Scientists have suggested that dark matter may consist of several types of particles unknown to us. And there may be unknown interactions between them. If this is the case, then dark matter can form not only individual stars, but also entire “shadowy” galaxies.
What is dark matter
Scientists have suggested that dark matter may not just be something that surrounds galaxies and influences their evolution by its gravity, but also form star systems itself. This assumption is based on the fact that until now no one knows what it really is.
Dark matter does not interact with the rest of matter in any way other than gravity. However, it almost certainly consists of some kind of particle. Of which ones, it is unknown. However, in some interpretations, they may well form compact clusters that do not emit light, but may be located inside galaxies.
In a new study, scientists went further and suggested that dark matter was not one, but several types of particles. In this case, forces can arise between them and they will form atoms. And already an exotic substance can be formed from them.
Next, the scientists turned to modeling what the cosmos would look like if at least some of the dark matter formed atoms. It turns out that we will feel the difference even when at least 6 percent of its mass in the universe is such.
Atomic dark matter will begin to stick together, forming clumps. “Shadowy” galaxies will begin to form. They will mainly consist of ordinary gas and stars. However, a disk will form inside them from a substance that does not manifest itself in any way.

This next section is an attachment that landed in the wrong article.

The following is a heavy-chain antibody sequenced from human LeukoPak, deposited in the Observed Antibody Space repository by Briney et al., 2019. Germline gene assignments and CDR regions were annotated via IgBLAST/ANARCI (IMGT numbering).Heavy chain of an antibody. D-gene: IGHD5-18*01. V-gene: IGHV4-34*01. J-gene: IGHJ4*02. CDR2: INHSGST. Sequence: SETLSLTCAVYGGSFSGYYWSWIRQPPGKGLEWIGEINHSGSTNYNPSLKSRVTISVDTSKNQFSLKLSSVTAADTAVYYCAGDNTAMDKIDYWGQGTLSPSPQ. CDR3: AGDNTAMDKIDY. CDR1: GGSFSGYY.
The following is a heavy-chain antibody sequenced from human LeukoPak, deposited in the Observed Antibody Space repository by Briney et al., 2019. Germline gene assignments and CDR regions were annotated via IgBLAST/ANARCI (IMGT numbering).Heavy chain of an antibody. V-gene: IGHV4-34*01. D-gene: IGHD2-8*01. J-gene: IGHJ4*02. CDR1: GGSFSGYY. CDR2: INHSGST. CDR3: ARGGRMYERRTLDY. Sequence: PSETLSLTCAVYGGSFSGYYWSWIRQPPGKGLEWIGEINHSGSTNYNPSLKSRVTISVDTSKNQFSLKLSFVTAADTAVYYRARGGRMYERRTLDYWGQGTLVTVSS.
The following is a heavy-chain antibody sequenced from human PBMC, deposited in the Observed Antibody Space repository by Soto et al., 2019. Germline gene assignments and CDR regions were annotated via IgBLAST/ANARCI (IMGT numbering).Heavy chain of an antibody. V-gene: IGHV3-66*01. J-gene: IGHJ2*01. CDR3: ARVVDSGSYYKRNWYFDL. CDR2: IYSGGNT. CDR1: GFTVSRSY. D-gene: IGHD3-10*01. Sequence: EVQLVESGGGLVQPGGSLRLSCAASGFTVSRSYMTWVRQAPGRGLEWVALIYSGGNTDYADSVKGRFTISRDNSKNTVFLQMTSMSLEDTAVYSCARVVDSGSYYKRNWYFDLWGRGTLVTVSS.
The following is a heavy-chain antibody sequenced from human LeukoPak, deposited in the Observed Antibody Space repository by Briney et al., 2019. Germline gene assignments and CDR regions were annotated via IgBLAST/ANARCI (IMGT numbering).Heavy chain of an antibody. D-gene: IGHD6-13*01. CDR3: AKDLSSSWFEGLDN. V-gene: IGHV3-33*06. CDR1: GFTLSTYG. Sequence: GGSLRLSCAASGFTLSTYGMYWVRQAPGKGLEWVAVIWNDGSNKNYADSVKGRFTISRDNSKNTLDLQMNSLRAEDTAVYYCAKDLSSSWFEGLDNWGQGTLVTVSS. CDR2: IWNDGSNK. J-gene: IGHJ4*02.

According to the calculations of scientists, dark matter will then begin to behave the same as ordinary matter. That is, separate nebulae will form, and stars will form from them. And perhaps they will even emit some waves that are still unknown to us, although this will be a very big revision of the entire Standard Model of the structure of matter.
However, not everything is so simple. According to scientists’ calculations, over time, all atomic dark matter will concentrate in the center of galaxies and begin to fall on supermassive black holes. Thus, it will cause an outbreak of star formation, which will quickly burn out all atomic hydrogen.
Therefore, in most simulations, if atomic dark matter existed, we would definitely notice it, but we didn’t see anything similar to “shadowy” galaxies. However, there are several options in which we will not see such traces. Therefore, all hope is for the observation of individual objects from dark matter, which can be detected soon.
According to www.space.com
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